It’s time for my monthly installment of books that I currently can’t keep in my classroom library. Some of these I have booktalked, to get the ball rolling, while others are strictly gaining popularity based on 6th grade word of mouth!
Diary of a Wimpy Kid: Rodrick Rulesby Jeff Kinney: As I said in my review, this was the most hotly-anticipated new title of the year in my classroom. The waiting list is currently 25 students long (of my 42) and includes both boys and girls, advanced and reluctant readers. It has also kicked off a resurgence of popularity for the first Diary of a Wimpy Kid, as you must have read #1 to get on the waiting list. Hopefully, when I receive my next two copies from Scholastic this week, I can get this into the hands of more readers!
Twilight (The Twilight Saga, Book 1)by Stephenie Meyer: This one baffles me. I adore this entire series, and have plenty of coworkers who can’t keep it in their classroom library. For some reason, it wasn’t attracting readers in my room. But, right before the holidays one of my girls decided to give it a try. She came back this month begging for New Moon (Twilight, Book 2). Because she liked the novel, I saw a friend of hers take it out this past week. We shall see!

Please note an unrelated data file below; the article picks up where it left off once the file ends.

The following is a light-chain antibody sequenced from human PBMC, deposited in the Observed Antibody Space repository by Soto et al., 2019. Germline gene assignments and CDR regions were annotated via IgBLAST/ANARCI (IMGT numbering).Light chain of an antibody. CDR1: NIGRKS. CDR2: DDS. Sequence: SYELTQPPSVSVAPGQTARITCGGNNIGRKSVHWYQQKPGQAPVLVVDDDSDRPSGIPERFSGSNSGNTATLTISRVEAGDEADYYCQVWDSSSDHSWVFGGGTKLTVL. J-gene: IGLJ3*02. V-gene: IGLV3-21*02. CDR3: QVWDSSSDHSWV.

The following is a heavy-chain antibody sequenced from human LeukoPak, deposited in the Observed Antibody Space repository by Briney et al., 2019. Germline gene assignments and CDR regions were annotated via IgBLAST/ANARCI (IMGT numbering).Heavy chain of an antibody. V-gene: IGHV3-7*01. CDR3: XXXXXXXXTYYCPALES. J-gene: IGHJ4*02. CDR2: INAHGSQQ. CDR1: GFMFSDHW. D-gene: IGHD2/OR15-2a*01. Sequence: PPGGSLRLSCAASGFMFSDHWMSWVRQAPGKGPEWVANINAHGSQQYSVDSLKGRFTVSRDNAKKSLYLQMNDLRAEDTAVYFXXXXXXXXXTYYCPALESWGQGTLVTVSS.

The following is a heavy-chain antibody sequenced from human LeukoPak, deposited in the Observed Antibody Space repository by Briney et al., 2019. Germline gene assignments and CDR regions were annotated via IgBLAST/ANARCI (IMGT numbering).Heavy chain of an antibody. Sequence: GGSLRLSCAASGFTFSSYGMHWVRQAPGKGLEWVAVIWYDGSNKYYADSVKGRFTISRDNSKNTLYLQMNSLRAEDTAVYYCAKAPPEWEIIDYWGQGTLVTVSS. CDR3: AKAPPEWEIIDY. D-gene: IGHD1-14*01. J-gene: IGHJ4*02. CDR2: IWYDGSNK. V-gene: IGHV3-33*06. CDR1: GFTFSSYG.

Albino Animalsby Kelly Milner Halls: When I booktalked this book, 5 hands immediately shot into the air asking if they could have it first. I think it is a combination of the subject matter, the amazing pictures, and the fun facts. A definite must for any classroom library!
A Great and Terrible Beauty by Libba Bray: I recommended this series to my students who enjoy Lois Duncan and other paranormal stories. So far, they like it better than some of Duncan’s weaker works. Bray writes wonderful historical fiction without slamming them over the head with information. Plus, who wouldn’t want to have visions and be in control of the realms?
The Periodic Tableby Adrian Dingles: My students just finished a unit on chemistry in their science class, where they focused on the periodic table. They’ve been laughing over this great book ever since! I have caught them reading different elemental descriptions out loud to each other, or sharing them even after they have read the book. The information is funny and accurate, so they remember it! I found about this book through the Cybil nominations a few months ago and I can not recommend it enough.
Last Shot: A Final Four Mystery by John Feinstein: My sports enthusiasts love this novel. As one of my students said, “I won a writing contest once, like the main character. But I didn’t get a trip to the Final Four!”. It has everything- mystery, sports, platonic friendships, and a male and female main character.